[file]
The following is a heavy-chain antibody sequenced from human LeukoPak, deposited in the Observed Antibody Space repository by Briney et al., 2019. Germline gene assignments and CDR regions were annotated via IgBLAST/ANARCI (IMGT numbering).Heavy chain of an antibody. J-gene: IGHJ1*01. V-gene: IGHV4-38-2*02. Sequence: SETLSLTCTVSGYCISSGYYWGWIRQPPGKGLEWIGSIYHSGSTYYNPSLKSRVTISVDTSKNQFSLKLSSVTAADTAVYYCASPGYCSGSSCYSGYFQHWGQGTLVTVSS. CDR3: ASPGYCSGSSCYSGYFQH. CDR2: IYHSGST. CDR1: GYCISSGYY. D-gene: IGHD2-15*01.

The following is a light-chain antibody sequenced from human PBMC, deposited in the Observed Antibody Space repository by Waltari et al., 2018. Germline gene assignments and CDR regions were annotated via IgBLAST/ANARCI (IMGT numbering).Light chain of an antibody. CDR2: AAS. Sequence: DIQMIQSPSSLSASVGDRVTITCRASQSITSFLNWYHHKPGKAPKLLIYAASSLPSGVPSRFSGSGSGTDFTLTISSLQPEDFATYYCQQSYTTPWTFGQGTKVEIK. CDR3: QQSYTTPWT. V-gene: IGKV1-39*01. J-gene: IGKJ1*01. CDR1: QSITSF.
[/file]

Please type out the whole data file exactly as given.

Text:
The following is a heavy-chain antibody sequenced from human LeukoPak, deposited in the Observed Antibody Space repository by Briney et al., 2019. Germline gene assignments and CDR regions were annotated via IgBLAST/ANARCI (IMGT numbering).Heavy chain of an antibody. J-gene: IGHJ1*01. V-gene: IGHV4-38-2*02. Sequence: SETLSLTCTVSGYCISSGYYWGWIRQPPGKGLEWIGSIYHSGSTYYNPSLKSRVTISVDTSKNQFSLKLSSVTAADTAVYYCASPGYCSGSSCYSGYFQHWGQGTLVTVSS. CDR3: ASPGYCSGSSCYSGYFQH. CDR2: IYHSGST. CDR1: GYCISSGYY. D-gene: IGHD2-15*01.

The following is a light-chain antibody sequenced from human PBMC, deposited in the Observed Antibody Space repository by Waltari et al., 2018. Germline gene assignments and CDR regions were annotated via IgBLAST/ANARCI (IMGT numbering).Light chain of an antibody. CDR2: AAS. Sequence: DIQMIQSPSSLSASVGDRVTITCRASQSITSFLNWYHHKPGKAPKLLIYAASSLPSGVPSRFSGSGSGTDFTLTISSLQPEDFATYYCQQSYTTPWTFGQGTKVEIK. CDR3: QQSYTTPWT. V-gene: IGKV1-39*01. J-gene: IGKJ1*01. CDR1: QSITSF.